51: Lovesexy

Lovesexy (1988)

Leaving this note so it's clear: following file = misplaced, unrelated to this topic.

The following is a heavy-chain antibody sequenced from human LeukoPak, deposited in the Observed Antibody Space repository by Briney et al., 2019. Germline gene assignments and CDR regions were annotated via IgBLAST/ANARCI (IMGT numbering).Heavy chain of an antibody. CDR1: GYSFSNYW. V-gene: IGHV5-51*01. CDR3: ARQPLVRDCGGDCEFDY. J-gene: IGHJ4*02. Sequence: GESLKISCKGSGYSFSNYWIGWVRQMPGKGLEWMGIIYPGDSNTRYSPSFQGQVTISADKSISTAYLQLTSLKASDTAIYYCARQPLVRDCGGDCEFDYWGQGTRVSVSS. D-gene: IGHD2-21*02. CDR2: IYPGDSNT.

During my first week learning to snowboard, I went to a festival on top of a mountain. Afterwards, I had the option of either taking the ski-lift down or doing my first black run. I was young, foolish and bullet-proof and never even contemplated taking the safe, sensible option. As soon as my snowboard pointed down the slope I realised my error. Everyone was leaving at the same time and it was so crowded I didn’t have the experience to stop or slow down without taking out the person to the left or right of me. As I hurtled through the melee of people, my conscious mind was so focused on avoiding a collision that it no longer concerned itself with remembering basic technique or unhelpful feelings like worry or panic. It was laser-focused on whatever fate threw my way at increasing speeds. I felt an exhilaration I’ve never felt since. This is what Lovesexy is to me: a gleeful surrender to the present moment. I’ve always found the highlights of Prince’s best songs are the points where he sounds like he’s lost control. The emotional breakdown in The Beautiful Ones; the unravelling desperation at the end of If I Was Your Girlfriend; the blurting out and immediate retraction of smashing up his ride in Adore. However, with Lovesexy it’s less a loss of restraint – an artist letting his emotions run away with him for his art, before carefully corralling them back under control – and more like a complete submission to an ego-obliterating higher power. What part of his life is he revealing to us here? It’s a poorly-kept secret that a bad experience with an ecstasy tablet caused him to pull the Black Album. It doesn’t take much of an imaginative leap to hear him glorify the drug in Superfunkycalifragisexy under the euphemism ‘squirrelmeat’ and he presumably didn’t want that on his conscience. Instead he released his ‘gospel album’ that told you to say no to any drug other than God. The ecstasy incident is most noticeably alluded to on Anna Stesia, where it’s retold as a battle for his soul between the devil (Spooky Electric) and God, culminating in the epiphany that ‘God is Love’ saving him from the numbness of his vices. He appears to reaffirm this divine message in the liner notes where he introduces the title track by defining Lovesexy as “the feeling you get when you fall in love… not with a boy or or a girl but with the heavens above”. However this could be an attempt to recalibrate the balance after the song itself careers wildly into uncontrollable lust, getting increasingly more sexually explicit after Cat’s vari-speed vocals morph into Prince’s Camille voice: a switcheroo that gives me goosebumps every time. The track deliberately blurs the lines between sex and divine love. Both involve a submission of self. A surrender of ego. And it’s in this overlap that Prince paints his concept of Lovesexy. But he’s painting with colours made newly available to him via narcotic means. Lovesexy is the ride before the crash. The acceleration from which there’s no gentle return to Earth. It’s not the everlasting high with no side-effects that Alphabet St paints it as. But the comedown is for later. On the mountain, as I zipped in and out of people, I thought I’d finally ‘got’ snowboarding. I hadn’t. I wasn’t in control. The only way I was stopping was by crashing, which luckily happened without taking anybody else out. It hurt. But I don’t remember the pain. I only remember the blissful surrender to forces beyond my control that preceded it. And if I had the talent of Prince I would have created a track like Lovesexy to memorialise it. Right now the feeling makes him want to dance and want to cry. All in life becomes easier, no question is unresolved. There may be trouble ahead but while’s there’s music, and moonlight, and love, and race cars burning rubber in your pants, let’s face the music and dance.